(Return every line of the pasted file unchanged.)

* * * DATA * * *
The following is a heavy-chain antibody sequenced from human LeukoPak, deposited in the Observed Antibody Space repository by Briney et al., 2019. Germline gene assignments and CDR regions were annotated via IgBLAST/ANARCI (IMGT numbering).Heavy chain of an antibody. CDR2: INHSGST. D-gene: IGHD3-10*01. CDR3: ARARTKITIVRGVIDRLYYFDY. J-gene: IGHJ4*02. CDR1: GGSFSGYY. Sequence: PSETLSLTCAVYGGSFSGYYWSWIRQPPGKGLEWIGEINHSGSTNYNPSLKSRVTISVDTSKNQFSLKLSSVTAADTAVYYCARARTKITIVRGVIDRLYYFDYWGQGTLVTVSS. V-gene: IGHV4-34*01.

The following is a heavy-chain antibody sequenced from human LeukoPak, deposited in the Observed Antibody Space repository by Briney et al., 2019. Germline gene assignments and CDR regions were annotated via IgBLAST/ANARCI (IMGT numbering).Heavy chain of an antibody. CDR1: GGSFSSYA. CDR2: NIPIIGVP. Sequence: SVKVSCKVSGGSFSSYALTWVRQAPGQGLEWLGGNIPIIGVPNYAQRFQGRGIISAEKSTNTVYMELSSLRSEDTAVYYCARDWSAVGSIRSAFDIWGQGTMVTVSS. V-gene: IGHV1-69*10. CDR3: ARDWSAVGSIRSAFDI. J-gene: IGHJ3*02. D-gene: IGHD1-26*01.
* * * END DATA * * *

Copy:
The following is a heavy-chain antibody sequenced from human LeukoPak, deposited in the Observed Antibody Space repository by Briney et al., 2019. Germline gene assignments and CDR regions were annotated via IgBLAST/ANARCI (IMGT numbering).Heavy chain of an antibody. CDR2: INHSGST. D-gene: IGHD3-10*01. CDR3: ARARTKITIVRGVIDRLYYFDY. J-gene: IGHJ4*02. CDR1: GGSFSGYY. Sequence: PSETLSLTCAVYGGSFSGYYWSWIRQPPGKGLEWIGEINHSGSTNYNPSLKSRVTISVDTSKNQFSLKLSSVTAADTAVYYCARARTKITIVRGVIDRLYYFDYWGQGTLVTVSS. V-gene: IGHV4-34*01.

The following is a heavy-chain antibody sequenced from human LeukoPak, deposited in the Observed Antibody Space repository by Briney et al., 2019. Germline gene assignments and CDR regions were annotated via IgBLAST/ANARCI (IMGT numbering).Heavy chain of an antibody. CDR1: GGSFSSYA. CDR2: NIPIIGVP. Sequence: SVKVSCKVSGGSFSSYALTWVRQAPGQGLEWLGGNIPIIGVPNYAQRFQGRGIISAEKSTNTVYMELSSLRSEDTAVYYCARDWSAVGSIRSAFDIWGQGTMVTVSS. V-gene: IGHV1-69*10. CDR3: ARDWSAVGSIRSAFDI. J-gene: IGHJ3*02. D-gene: IGHD1-26*01.